Tuesday, January 13, 2009

"National Security Presidential Directive and Homeland Security Presidential Directive--Arctic Region Policy"

First the EU stakes out its interests; now President Bush stakes out the United States'; boy, is our positition lonely--almost no-one accepts our (very shaky in my view) claim that the Northwest Passage is Canadian "internal waters".
Bush policy asserts U.S. power in Arctic
New directive rebuts Canadian claims

In his final days in power, President George W. Bush asserted U.S. military "sea power" over the oil-rich Arctic yesterday, in another forceful rebuttal of Canada's claims of sovereignty over the Northwest Passage.

The White House formally released the text of a sweeping new directive on the Arctic, two years in the making, just eight days before Barack Obama is to be sworn in.

Key elements of the policy challenge the ambitious Arctic sovereignty agenda put forth by Prime Minister Stephen Harper that includes bolstering Canada's military presence and fostering economic and social development. The Bush directive reiterates that the Northwest Passage is an international waterway -- a rebuttal of Canada's claim of sovereignty over what is emerging as a major global shipping route because of the shrinking polar ice cap -- and it highlights the boundary dispute in the resource-rich Beaufort Sea.

"I think Canada has gotten a real wake-up call with this," said University of Calgary political scientist Rob Huebert, one the country's leading experts on Arctic issues.

He said he couldn't recall the U.S. ever articulating its disagreements with Canada "in such black and white terms. There was no effort here to sugar-coat anything."

Mr. Huebert noted that the bold assertion of American interests in the Arctic came only weeks after a similar statement by European officials also posed challenges to Canada's polar strategy [emphasis added].

"Freedom of the seas is a top national priority," the White House directive states. "The Northwest Passage is a strait used for international navigation, and the Northern Sea Route includes straits used for international navigation. Preserving the rights and duties relating to navigation and overflight in the Arctic region supports our ability to exercise these rights throughout the world, including through strategic straits."

The Arctic's untapped energy potential has sparked a 21st-century scramble in the Far North that has included a Russian submarine planting a flag on the North Pole seabed and Canada's expressions of its own Arctic aspirations under Mr. Harper, which include a greater military land and sea presence.

Mr. Harper's office had no immediate comment.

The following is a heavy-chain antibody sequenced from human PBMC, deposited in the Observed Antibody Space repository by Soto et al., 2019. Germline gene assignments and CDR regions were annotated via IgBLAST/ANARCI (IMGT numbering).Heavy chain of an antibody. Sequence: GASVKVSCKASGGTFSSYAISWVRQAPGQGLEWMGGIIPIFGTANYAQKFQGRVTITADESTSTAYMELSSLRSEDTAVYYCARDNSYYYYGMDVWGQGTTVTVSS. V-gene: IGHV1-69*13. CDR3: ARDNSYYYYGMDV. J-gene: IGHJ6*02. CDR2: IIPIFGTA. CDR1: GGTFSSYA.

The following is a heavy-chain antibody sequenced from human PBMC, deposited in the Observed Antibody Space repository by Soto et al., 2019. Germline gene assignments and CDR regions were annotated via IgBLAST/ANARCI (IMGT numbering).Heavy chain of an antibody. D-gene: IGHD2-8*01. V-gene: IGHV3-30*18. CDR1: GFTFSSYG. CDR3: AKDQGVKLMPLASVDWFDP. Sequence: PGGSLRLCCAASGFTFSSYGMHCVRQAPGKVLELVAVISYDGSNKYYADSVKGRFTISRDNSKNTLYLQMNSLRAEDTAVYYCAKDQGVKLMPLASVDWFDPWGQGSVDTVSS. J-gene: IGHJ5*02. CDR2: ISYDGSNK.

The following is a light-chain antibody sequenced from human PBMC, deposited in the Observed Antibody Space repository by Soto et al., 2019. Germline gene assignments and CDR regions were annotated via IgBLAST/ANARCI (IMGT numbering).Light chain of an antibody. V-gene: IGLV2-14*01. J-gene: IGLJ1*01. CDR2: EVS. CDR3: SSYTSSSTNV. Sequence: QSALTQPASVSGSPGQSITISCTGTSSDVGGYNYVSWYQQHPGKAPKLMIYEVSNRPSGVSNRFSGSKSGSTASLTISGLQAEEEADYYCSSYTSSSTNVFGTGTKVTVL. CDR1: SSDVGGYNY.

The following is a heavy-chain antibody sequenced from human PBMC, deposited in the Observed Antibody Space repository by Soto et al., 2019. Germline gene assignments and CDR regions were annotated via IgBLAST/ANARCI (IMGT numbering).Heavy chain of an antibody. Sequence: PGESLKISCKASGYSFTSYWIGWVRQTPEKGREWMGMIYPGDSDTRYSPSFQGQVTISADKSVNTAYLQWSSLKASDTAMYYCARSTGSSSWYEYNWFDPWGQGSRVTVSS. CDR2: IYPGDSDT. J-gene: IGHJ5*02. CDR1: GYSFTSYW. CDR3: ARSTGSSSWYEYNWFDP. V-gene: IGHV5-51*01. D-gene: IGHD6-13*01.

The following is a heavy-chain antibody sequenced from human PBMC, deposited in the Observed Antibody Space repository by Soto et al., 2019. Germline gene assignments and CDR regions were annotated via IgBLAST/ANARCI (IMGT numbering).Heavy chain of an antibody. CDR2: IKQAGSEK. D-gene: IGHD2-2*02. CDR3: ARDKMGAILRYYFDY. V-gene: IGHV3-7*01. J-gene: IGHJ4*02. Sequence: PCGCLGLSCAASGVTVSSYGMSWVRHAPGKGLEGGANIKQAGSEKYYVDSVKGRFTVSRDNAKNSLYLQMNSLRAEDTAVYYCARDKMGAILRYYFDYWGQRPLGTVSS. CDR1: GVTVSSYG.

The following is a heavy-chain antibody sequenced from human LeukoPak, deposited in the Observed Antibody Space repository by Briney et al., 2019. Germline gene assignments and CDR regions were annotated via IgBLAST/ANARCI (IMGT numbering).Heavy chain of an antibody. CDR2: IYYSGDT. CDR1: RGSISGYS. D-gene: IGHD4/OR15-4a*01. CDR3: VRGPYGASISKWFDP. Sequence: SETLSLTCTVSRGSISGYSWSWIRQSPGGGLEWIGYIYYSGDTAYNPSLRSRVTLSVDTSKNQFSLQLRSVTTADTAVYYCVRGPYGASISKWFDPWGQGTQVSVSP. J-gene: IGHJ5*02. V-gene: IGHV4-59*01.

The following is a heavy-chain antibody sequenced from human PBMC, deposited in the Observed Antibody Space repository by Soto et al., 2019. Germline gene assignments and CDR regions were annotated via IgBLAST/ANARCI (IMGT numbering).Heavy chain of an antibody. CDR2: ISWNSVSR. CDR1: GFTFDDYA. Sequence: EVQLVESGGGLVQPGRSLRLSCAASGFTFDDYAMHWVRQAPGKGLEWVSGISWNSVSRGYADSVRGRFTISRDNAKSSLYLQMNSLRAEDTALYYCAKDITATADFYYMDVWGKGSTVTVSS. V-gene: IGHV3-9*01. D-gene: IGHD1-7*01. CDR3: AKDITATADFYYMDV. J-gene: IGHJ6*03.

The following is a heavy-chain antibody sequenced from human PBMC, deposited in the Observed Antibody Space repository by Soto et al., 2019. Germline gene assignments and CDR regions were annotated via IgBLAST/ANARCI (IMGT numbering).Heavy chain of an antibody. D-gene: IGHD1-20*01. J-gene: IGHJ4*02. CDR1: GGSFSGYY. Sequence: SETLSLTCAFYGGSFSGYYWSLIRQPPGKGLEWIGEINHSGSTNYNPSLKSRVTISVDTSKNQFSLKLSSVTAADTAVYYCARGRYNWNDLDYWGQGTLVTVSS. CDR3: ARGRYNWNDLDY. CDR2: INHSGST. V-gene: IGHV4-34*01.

Mr. Bush's memorandum directs several key agencies to define the full extent of U.S. Arctic boundaries because of its "compelling interest" in the region. The policy cites climate change, defence against possible terrorist threats and a "a growing awareness that the Arctic region is both fragile and rich in resources."..

The document also urges U.S. co-operation in a number of bilateral settings, including the Arctic Council and the International Maritime Organization to develop "new international arrangements" as human activity in the region grows.

The directive instructs the U.S. to aggressively resolve border disputes, particularly in the Arctic seabed, so it can determine where it may lay claim to resources.

The policy also notes that Canada and the U.S. "have an unresolved boundary dispute in the Beaufort Sea ... the United States recognizes that the boundary area may contain oil, natural gas, and other resources."

The directive says that best way for the U.S. to win international recognition for its boundary disputes is through the international convention on the Law of the Sea.

Mr. Bush's directive is the first U.S. Arctic policy update in 15 years.
The text of the directive is here.

Update: What on earth does "infrastructure" have to do with the status of the Northwest Passage or the Beaufort Sea boundary?
Bold response required to U.S. arctic claim: premier
'Empty rhetoric will not secure our sovereignty'
Sodden footware
Upperdate: More from Ben Muse at Arctic Economics. Note:
The directive does recommend that Congress pass the Law of the Sea Treaty.

Joining will serve the national security interests of the United States, including the maritime mobility of our Armed Forces worldwide. It will secure U.S. sovereign rights over extensive marine areas, including the valuable natural resources they contain. Accession will promote U.S. interests in the environmental health of the oceans. And it will give the United States a seat at the table when the rights that are vital to our interests are debated and interpreted.

The Secretary of State is directed to continue to seek the Senate's advice and consent to the Treaty...

There goes President Bush's unilateralism, I guess.


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